The Ghosts of Langley

Into the CIA's Heart of Darkness

From the writer Kai Bird calls a “wonderfully accessible historian,” the first major history of the CIA in a decade, published to tie in with the seventieth anniversary of the agency’s founding

“Anyone who writes on the history of the CIA without taking into account Prados will be missing his cue.”
—Arthur M. Schlesinger Jr. on Prados’s Safe for Democracy: The Secret Wars of the CIA

During his first visit to Langley, the CIA’s Virginia headquarters, President Donald Trump told those gathered, “I am so behind you . . . there’s nobody I respect more, ” hinting that he was going to put more CIA operations officers into the field so the CIA could smite its enemies ever more forcefully. But while Trump was making these promises, behind the scenes the CIA was still reeling from blowback from the very tactics that Trump touted—including secret overseas prisons and torture—that it had resorted to a decade earlier during President George W. Bush’s war on terror. Under the latest regime it seemed that the CIA was doomed to repeat its past failures rather than put its house in order.

The Ghosts of Langley is a provocative and panoramic new history of the Central Intelligence Agency that relates the agency’s current predicament to its founding and earlier years, telling the story of the agency through the eyes of key figures in CIA history, including some of its most troubling covert actions around the world. It reveals how the agency, over seven decades, has resisted government accountability, going rogue in a series of highly questionable ventures that reach their apotheosis with the secret overseas prisons and torture programs of the war on terror.

Drawing on mountains of newly declassified documents, the celebrated historian of national intelligence John Prados throws fresh light on classic agency operations from Poland to Hungary, from Indonesia to Iran-Contra, and from the Bay of Pigs to Guantánamo Bay. The halls of Langley, Prados persuasively argues, echo with the footsteps of past spymasters, to the extent that it resembles a haunted house. Indeed, every day that the militarization of the CIA increases, the agency drifts further away from classic arts of espionage and intelligence analysis—and its original mission, while pushing dangerously beyond accountability.

The Ghosts of Langley will be essential reading for anyone who cares about the next phase of American history—and the CIA’s evolution—as its past informs its future and a president of impulsive character prods the agency toward new scandals and failures.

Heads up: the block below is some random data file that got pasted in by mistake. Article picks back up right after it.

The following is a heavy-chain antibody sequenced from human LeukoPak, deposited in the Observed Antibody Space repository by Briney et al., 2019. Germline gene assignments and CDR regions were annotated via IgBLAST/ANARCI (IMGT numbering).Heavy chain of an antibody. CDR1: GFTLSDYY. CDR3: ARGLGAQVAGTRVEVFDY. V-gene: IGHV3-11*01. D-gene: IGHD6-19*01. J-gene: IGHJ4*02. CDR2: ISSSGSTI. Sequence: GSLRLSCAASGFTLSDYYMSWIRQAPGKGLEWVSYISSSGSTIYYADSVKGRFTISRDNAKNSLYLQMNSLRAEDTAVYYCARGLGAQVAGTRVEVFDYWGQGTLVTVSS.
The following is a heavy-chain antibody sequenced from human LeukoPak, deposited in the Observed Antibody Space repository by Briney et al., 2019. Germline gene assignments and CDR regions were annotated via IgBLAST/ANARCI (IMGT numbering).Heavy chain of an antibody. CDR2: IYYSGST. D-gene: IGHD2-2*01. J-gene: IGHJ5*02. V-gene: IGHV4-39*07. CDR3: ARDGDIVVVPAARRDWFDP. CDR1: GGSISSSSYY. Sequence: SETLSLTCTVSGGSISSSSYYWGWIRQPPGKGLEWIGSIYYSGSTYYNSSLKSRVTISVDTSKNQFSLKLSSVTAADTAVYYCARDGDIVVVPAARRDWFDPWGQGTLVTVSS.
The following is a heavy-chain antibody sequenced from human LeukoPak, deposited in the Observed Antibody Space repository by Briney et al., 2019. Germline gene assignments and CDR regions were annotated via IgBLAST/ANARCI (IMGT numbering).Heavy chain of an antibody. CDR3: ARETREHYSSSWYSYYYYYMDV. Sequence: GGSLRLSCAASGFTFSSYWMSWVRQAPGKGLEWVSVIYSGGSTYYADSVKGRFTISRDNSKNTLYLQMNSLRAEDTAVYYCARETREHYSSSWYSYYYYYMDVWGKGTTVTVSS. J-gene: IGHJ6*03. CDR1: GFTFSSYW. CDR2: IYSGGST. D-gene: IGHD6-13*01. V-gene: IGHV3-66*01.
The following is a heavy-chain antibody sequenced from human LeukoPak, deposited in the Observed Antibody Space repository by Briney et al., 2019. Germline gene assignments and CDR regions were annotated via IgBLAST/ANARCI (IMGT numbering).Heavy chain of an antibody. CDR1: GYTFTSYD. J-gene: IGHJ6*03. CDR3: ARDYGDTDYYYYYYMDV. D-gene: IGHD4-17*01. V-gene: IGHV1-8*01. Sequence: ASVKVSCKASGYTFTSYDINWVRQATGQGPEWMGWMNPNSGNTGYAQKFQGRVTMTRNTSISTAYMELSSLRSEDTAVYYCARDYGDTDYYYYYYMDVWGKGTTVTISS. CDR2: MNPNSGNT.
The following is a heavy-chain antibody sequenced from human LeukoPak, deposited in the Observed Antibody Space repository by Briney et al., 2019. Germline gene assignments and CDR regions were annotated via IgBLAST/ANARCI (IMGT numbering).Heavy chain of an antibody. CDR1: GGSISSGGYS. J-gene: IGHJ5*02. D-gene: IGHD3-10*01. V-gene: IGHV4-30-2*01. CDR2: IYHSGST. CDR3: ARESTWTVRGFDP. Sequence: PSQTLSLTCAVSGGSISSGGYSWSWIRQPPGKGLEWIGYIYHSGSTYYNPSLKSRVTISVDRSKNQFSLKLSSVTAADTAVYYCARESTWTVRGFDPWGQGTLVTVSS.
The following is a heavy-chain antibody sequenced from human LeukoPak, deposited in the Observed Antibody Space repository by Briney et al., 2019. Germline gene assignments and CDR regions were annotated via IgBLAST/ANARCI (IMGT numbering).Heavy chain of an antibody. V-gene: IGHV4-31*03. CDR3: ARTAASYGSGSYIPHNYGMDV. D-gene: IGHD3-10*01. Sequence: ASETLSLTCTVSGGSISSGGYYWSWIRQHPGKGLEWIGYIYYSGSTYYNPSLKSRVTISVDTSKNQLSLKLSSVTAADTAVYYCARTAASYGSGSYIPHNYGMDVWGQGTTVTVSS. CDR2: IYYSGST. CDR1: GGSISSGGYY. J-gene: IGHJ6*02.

Praise

“John Prados, who knows more than anyone else about the CIA, has written a book that summarizes four decades of his research and relates a tale that is always gripping, often dismaying, frequently infuriating, and suddenly more timely than ever.”
“John Prados is a one-man truth commission who wants to know three things—what the United States really wanted, really feared and really did in the world since the birth of the CIA in 1947. His latest book, The Ghosts of Langley, offers a deep look into that history. His purpose is not to attack or to defend but to confront what we know—and what we know, in Prados’s telling, is plenty.”
—Thomas Powers, author of The Man Who Kept Secrets: Richard Helms and the CIA and The Killing of Crazy Horse
“A riveting highlight reel of the CIA’s greatest hits—and misses—over seven decades. Prados proves again that he is among America’s greatest chroniclers of secret intelligence.”
—Tim Weiner, author of Legacy of Ashes: The History of the CIA and Enemies: A History of the FBI
“‘Know thy enemy’ is a mantra in the world of intelligence—which is why every CIA officer should read John Prados. The Ghosts of Langley is a relentless portrait of the Agency, crafted with vivid stories about its zealots, its ignored heroes and celebrated schemers. Prados has been writing about intelligence for three decades and now synthesizes his knowledge into a history not to be ignored.”
—Kai Bird, Pulitzer Prize–winning biographer and executive director of the Leon Levy Center for Biography at CUNY Graduate Center in New York City
“Writing with characteristic verve and passion and exploiting his unsurpassed expertise, John Prados has produced an account of the CIA’s origin, evolution, and behavior certain to engage and inform scholars, practitioners, and general readers. By focusing on individuals—the ‘great, the good, and the misguided,’ he brings the agency’s checkered history to life and ties it inextricably to the present.”

Books by John Prados

Hoodwinked
The Documents That Reveal How Bush Sold Us a War

John Prados

The White House Tapes
Eavesdropping on the President

John Prados